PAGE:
The pop star played coy then about her intentions with the song’s suggestive lyrics, but now she’s speaking out about her sexuality in a new interview.
“[Sexuality is] something I don’t think needs to have a label,” she told People magazine. “As humans, it’s just about a connection with someone.”
Lovato, who recently canceled the North Carolina stop on her joint tour with Nick Jonas to show support for the queer community in the state fighting against the anti-LGBT House Bill 2, cites her upbringing as central to understanding and supporting the community.
“Being different in Texas or in the South in general, you can be judged,” she said. “I grew up in a home where there was absolutely nothing wrong with somebody identifying as another sex or liking the same sex. People will say, ‘Thank you so much for all that you do.’ And my response is: ‘It’s just something that people should already be doing.'”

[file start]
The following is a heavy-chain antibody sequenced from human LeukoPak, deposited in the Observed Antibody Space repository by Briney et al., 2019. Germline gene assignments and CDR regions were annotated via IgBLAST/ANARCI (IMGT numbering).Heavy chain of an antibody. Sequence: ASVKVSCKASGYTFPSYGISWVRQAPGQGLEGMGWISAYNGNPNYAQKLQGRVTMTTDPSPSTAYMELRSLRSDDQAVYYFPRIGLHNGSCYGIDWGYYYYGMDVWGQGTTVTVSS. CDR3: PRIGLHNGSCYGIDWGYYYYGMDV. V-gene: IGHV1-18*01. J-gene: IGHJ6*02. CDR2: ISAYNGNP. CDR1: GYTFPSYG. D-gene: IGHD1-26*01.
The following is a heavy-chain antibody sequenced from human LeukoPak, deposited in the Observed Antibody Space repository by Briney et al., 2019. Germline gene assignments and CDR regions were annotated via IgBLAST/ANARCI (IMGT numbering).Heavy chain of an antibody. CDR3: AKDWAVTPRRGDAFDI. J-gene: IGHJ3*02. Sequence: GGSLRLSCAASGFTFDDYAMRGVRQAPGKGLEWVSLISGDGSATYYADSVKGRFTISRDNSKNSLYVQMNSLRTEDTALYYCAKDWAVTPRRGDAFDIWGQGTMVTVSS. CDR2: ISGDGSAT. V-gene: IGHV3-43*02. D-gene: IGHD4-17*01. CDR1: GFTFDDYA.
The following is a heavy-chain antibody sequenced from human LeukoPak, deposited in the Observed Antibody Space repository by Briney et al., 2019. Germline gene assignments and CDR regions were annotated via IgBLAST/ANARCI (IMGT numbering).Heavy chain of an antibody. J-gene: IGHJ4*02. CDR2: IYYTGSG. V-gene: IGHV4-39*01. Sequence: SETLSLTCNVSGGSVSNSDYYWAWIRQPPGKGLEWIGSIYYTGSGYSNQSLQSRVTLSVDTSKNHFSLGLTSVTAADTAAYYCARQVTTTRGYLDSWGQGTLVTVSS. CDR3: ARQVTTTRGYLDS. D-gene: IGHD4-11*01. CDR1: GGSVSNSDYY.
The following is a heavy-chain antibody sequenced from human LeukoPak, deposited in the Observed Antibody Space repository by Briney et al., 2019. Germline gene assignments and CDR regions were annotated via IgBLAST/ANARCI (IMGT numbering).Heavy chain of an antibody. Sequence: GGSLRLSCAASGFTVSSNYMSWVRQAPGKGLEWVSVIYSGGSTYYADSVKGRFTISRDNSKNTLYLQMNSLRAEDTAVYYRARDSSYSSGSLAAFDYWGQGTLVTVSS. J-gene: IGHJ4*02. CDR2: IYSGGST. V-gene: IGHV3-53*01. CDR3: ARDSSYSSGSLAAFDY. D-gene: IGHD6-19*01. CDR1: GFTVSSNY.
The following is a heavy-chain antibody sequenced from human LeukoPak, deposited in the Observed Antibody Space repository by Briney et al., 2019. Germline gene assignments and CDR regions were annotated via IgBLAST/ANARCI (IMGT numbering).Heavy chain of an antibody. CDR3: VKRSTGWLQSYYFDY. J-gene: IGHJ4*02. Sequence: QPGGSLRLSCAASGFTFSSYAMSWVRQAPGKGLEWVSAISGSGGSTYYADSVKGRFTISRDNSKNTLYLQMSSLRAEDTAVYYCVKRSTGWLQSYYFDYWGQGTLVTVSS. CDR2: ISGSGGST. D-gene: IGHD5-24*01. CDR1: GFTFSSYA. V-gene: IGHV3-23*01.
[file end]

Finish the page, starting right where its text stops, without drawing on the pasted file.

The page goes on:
Like Lovato, more and more young people appear to be moving away from identifying as exclusively heterosexual. In August 2015, a YouGov poll conducted in the UK revealed that nearly 1 in 2 young people identify as not being exclusively heterosexual. Another study, this one conducted by the trend forecasting agency J. Walter Thompson Innovation Group and released in March, reported that 52 percent of Gen Zs don’t identify as exclusively heterosexual.
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